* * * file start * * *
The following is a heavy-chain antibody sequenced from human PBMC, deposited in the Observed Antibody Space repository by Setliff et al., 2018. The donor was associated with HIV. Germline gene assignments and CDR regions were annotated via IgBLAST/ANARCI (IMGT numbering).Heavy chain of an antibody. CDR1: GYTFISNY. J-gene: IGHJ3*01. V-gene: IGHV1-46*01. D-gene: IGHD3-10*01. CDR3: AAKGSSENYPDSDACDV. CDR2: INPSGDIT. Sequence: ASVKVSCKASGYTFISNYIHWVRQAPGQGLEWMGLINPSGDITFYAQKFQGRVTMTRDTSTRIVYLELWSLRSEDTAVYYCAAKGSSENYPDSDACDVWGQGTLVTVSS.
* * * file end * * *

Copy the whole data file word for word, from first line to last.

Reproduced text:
The following is a heavy-chain antibody sequenced from human PBMC, deposited in the Observed Antibody Space repository by Setliff et al., 2018. The donor was associated with HIV. Germline gene assignments and CDR regions were annotated via IgBLAST/ANARCI (IMGT numbering).Heavy chain of an antibody. CDR1: GYTFISNY. J-gene: IGHJ3*01. V-gene: IGHV1-46*01. D-gene: IGHD3-10*01. CDR3: AAKGSSENYPDSDACDV. CDR2: INPSGDIT. Sequence: ASVKVSCKASGYTFISNYIHWVRQAPGQGLEWMGLINPSGDITFYAQKFQGRVTMTRDTSTRIVYLELWSLRSEDTAVYYCAAKGSSENYPDSDACDVWGQGTLVTVSS.